Today, All workers comp hearings in New York State are virtual, which means you won't be going to the courthouse to defend your claim. Instead, you'll be doing it online. But how do you attend a virtual hearing? How should you prepare? And what are some of the things you could do to increase the chances that the judge will rule favorably in your case? We're going to answer all those questions right now.
My name is Rex Zachofsky and I became a New York workers compensation lawyer 17 years ago after getting injured on the job. If you're looking for a lawyer to help you with your claim for New York State workers compensation benefits, please give me a call at 212-406-8989 to schedule a free consultation.
So what do you need to know about attending your workers compensation Virtual hearing here in New York State?
In most cases, the judge is going to call you over the phone. When your attorney logs in they also log you in and include a phone number where the judge may reach you. Their call will likely appear as an unknown number, so be prepared to answer it around the time of your hearing.
However, if you are able to log in with video, I highly recommend doing so. This lets the judge in the insurance company see your face and your injuries, giving them a better sense of what you're experiencing.
Recently had a case with a client with a very significant leg injury and he had a three tiered halo leg brace, which the judge was able to see because they had him log on virtually. The purpose of the hearing was for a reduction in benefits at the insurance company’s request, but when the judge saw what the claimant was dealing with, he ruled against the reduction and maintained the client's benefits at the rate they were at.
So log on virtually if you can. The Worker's Compensation Board has a video with instructions for how to do so. I'll include a link to that in the description below.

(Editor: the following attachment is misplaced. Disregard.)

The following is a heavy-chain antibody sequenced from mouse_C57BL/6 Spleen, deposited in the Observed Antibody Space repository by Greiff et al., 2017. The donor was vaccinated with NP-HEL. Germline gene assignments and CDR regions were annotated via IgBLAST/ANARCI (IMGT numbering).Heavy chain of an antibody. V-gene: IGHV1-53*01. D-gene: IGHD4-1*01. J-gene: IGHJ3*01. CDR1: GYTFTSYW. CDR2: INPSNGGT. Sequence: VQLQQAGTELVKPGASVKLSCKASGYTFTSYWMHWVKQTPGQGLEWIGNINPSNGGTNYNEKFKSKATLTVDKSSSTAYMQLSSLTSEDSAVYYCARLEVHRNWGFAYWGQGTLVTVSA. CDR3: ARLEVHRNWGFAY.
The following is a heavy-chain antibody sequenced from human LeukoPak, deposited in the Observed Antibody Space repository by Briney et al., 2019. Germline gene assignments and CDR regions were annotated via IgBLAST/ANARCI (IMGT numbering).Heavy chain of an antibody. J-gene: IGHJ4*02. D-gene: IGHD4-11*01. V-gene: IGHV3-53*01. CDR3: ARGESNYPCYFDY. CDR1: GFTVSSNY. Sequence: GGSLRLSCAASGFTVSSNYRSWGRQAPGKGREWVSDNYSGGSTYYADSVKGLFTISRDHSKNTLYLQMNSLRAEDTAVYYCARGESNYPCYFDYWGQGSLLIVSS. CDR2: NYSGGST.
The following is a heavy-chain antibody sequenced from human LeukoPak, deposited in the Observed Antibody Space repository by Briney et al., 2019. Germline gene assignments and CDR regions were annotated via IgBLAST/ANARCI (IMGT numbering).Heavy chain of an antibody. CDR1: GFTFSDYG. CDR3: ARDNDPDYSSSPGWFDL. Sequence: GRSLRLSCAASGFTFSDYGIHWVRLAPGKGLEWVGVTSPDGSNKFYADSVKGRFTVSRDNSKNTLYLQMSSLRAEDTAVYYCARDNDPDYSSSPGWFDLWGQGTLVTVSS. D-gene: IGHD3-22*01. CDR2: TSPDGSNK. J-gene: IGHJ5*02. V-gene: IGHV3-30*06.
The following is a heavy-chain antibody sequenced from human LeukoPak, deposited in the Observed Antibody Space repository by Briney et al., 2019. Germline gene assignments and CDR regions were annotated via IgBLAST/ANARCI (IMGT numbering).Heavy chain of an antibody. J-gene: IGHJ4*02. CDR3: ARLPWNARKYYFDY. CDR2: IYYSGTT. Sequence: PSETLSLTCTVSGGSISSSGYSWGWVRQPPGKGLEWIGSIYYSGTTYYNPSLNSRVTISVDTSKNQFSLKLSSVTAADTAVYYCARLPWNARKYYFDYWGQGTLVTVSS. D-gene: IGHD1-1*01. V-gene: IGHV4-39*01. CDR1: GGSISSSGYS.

Regardless of how you attend, there are some very important things to keep in mind. First and foremost, act appropriately. That means don't be eating during a hearing. Don't be in the bathroom.
Shut off your TV in the background. Don't talk over people when they're talking, and put yourself in an appropriate place that is not too loud. Please don't be outside on the street, in the subway station, on a bus or at the mall or a bodega. Don't be in a room with children or other people talking if you can avoid it.
Second, if you do log in virtually, make sure you dress appropriately as if you're actually going into court for a hearing. Make sure you’re seated in a comfortable and appropriate position. Don't be lying in bed. And make sure your background is appropriate. Third, when it's time for your hearing, log in early if you can, and whatever you do, do not miss your hearing.
Nothing tells the judge that you don't take your case seriously like missing your own hearing. As a result, they can mark your case closed and record the fact that you didn't show up, which will reflect badly on you and your future efforts to get benefits.
You can significantly improve the chances of success at your hearing by preparing with your lawyer in advance.
This doesn't mean calling them the morning of the hearing. It means reaching out to them days or even weeks in advance so the both of you can adequately prepare. I get such better information from my clients who call me in advance, and it allows me to prepare a much better strategy in court.
This is also your chance to get all of your issues, questions, concerns and comments out on the table. You want to do this in advance with your attorney so you don't feel compelled to jump out of your seat and start blurting things out during the hearing. I really can't stress enough how damaging this can be to your case to get everything off your chest in advance with your lawyer.
You should also go over any testimony that you need to give, including circumstances surrounding your accident, details about your injury, your loss of wage earning capacity, the timeline of your claim, important medical events and your current work status. Get clear in your mind how you will respond to questions about each of these things so you don't ramble and accidentally hurt your case instead of helping it.
And in addition to talking to your lawyer in advance, you should also contact your doctor in advance and let them know that you're hearing is coming up. Find out if there are any outstanding requests for treatment or surgery. And if so, share that with your attorney as well. Depending on the purpose of the hearing, it may or may not be discussed, but at least your lawyer can mention it to the judge and the insurance company so that they understand that a medical request is pending.